Rebuttal #2: Ronald J. Granieri
I have a few somewhat related thoughts in response to what has been said so far.
We need to fight against the persistent myth that being universally respected and loved is the essence of leadership. Obama’s real or feigned belief that he could triumph over all disagreement and be adored by being adorable was doomed from the start. Doomed for the simple reason that making policy means dealing with disagreement. We all want to believe that the positions we take on issues are so self-evidently reasonable that any honest and rational person HAS to agree with us. But that is just a convenient and comforting fiction. More than that, it is also a backhanded way to belittle and insult people who think differently than we do by dismissing them as either stupid or mean-spirited or both.
There are many possible answers to any policy question, and (at the risk of sounding more like a relativist than I am) many of them can be right at the moment. Only in retrospect can we say for certainty what worked and what did not. In the meantime, we will disagree. And that is a good thing, because disagreement is the life blood of a competitive electoral system. It is pure folly to believe that you will get your way because your opponents like you. You get your way by taking clear positions and defending them within the existing system. (Though of course the system itself needs to function properly—that’s my shout out to No Lablesl!) You need to show what you believe, and what you are willing to do in pursuit of those beliefs, not wait for other people to agree with you before you take a position. Your opponents will criticize you no matter what you do (they will call you weak when you defer, and arrogant when you push forward), so why surrender pre-emptively? It is risky to take positions, but there is no reward without risk. True leaders take risks.
This myth of being universally loved is fostered by the hagiographies that come after a famous politician dies. The best example here is President Reagan. Upon his death all we have heard is how terrific he was, and both media personalities and politicians of all stripes have downplayed the controversies of the Reagan era. Frankly, that is an insult to his memory and to anyone with actual historical sense. For all his sunny optimism, Reagan was intensely controversial, and neither his fans nor his detractors do him justice by pretending he was not. Indeed, his opponents often hated him most of all because he was so goddam genial. He pushed hard for things he wanted, made compromises when he thought it made sense to do so, but he did not shy away from decisions in hopes that his opponents would agree with him before he made a move. Anyone who lived through the 1980s knows what the political debates of those years were like.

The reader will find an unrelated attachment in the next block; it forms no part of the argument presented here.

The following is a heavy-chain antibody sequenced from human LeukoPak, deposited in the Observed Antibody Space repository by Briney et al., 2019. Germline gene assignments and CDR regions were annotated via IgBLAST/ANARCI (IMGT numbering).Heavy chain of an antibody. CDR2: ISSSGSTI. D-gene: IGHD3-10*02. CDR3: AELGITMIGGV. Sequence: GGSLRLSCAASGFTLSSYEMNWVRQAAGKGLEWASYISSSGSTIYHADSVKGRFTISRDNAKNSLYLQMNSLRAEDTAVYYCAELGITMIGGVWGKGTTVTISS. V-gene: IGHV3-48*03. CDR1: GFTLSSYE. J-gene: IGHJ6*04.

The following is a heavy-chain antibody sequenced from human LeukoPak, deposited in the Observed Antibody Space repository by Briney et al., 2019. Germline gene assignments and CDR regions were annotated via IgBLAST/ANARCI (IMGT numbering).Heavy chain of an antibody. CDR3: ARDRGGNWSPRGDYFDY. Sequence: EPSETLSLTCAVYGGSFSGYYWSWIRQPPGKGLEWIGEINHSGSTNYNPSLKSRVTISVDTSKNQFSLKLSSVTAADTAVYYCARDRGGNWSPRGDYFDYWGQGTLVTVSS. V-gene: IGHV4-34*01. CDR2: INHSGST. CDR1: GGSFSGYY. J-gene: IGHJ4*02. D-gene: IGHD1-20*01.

President Obama is a smart man, and I am convinced he means well. But his entire political career has been built around avoiding controversy when possible in order to help him take the next step. His career is fascinating because he started from such an unlikely position and managed to steer his course to the top by avoiding risk as much as possible. Thus all those “present” votes in the State Senate, thus the carefully modulated and vague statements on so many subjects, thus the pre-emptive concessions on the stimulus and on single payer. The often unspoken logic is that one has to save up political capital for some future rainy day—after this next election, then we can do this or that, but we have to wait, lest we lose a vote here or there. The President is not alone here; the same logic led Democrats in the Senate like Hilary Clinton to vote in favor of the Iraq War resolution in 2002, hoping that avoiding taking a stand would help them evade criticism in the upcoming midterm elections. (And of course earned her such withering criticism from outsiders like Obama, it must be noted.) Thus the President and the Democratic leadership consciously chose not to present a budget or to deal with the debt ceiling before the 2010 elections, because they feared any concrete position would provide a weapon to their enemies. In both cases, refusing to take a stand committed them to policies they came to regret, and did not save them from partisan criticism. Heck, it didn’t even help them win those elections!
As easy as it is to say from my present perch, it needs to be said again. Leaders lead. Yes, in a republic, those leaders have to win elections to lead, but that does not mean winning elections is a leader’s only motivation. It is not enough to keep promising that the real battle is somewhere over the next hill, after the next election. The real battle is here, now. There is no need to pick fake fights with muscular guys around the card table. There are plenty of actual issues that need to be addressed. Take a stand, explain your position, and let the voters decide.
There is a message in this for Mitt Romney as well. Romney has also tried to be all things to all Republicans, and it has earned him a solid 25% of the vote and constant scorn for being a wishy-washy flip-flopper. As the nomination nears, he also need to show he can take clear positions. Plenty of people will never vote for him; his goal should be not to win all of them over, but to make sure that the people who do vote for him know what they are voting for.